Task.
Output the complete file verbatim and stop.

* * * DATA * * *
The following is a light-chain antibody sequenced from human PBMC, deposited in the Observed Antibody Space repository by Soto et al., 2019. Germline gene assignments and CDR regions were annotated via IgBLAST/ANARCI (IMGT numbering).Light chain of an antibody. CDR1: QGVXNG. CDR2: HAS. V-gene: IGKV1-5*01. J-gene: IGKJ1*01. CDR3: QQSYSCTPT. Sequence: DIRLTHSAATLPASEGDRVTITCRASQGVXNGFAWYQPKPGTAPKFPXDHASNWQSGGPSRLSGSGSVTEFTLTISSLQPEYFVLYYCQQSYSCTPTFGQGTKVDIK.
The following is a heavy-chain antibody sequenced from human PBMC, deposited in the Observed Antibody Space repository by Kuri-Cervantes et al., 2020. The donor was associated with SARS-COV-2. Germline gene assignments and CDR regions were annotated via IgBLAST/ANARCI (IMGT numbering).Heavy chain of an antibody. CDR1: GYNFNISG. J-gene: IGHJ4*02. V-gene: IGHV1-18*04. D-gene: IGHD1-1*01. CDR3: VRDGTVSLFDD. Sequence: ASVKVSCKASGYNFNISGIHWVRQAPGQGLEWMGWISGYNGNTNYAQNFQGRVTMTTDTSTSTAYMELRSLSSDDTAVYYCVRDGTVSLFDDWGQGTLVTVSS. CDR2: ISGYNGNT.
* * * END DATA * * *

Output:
The following is a light-chain antibody sequenced from human PBMC, deposited in the Observed Antibody Space repository by Soto et al., 2019. Germline gene assignments and CDR regions were annotated via IgBLAST/ANARCI (IMGT numbering).Light chain of an antibody. CDR1: QGVXNG. CDR2: HAS. V-gene: IGKV1-5*01. J-gene: IGKJ1*01. CDR3: QQSYSCTPT. Sequence: DIRLTHSAATLPASEGDRVTITCRASQGVXNGFAWYQPKPGTAPKFPXDHASNWQSGGPSRLSGSGSVTEFTLTISSLQPEYFVLYYCQQSYSCTPTFGQGTKVDIK.
The following is a heavy-chain antibody sequenced from human PBMC, deposited in the Observed Antibody Space repository by Kuri-Cervantes et al., 2020. The donor was associated with SARS-COV-2. Germline gene assignments and CDR regions were annotated via IgBLAST/ANARCI (IMGT numbering).Heavy chain of an antibody. CDR1: GYNFNISG. J-gene: IGHJ4*02. V-gene: IGHV1-18*04. D-gene: IGHD1-1*01. CDR3: VRDGTVSLFDD. Sequence: ASVKVSCKASGYNFNISGIHWVRQAPGQGLEWMGWISGYNGNTNYAQNFQGRVTMTTDTSTSTAYMELRSLSSDDTAVYYCVRDGTVSLFDDWGQGTLVTVSS. CDR2: ISGYNGNT.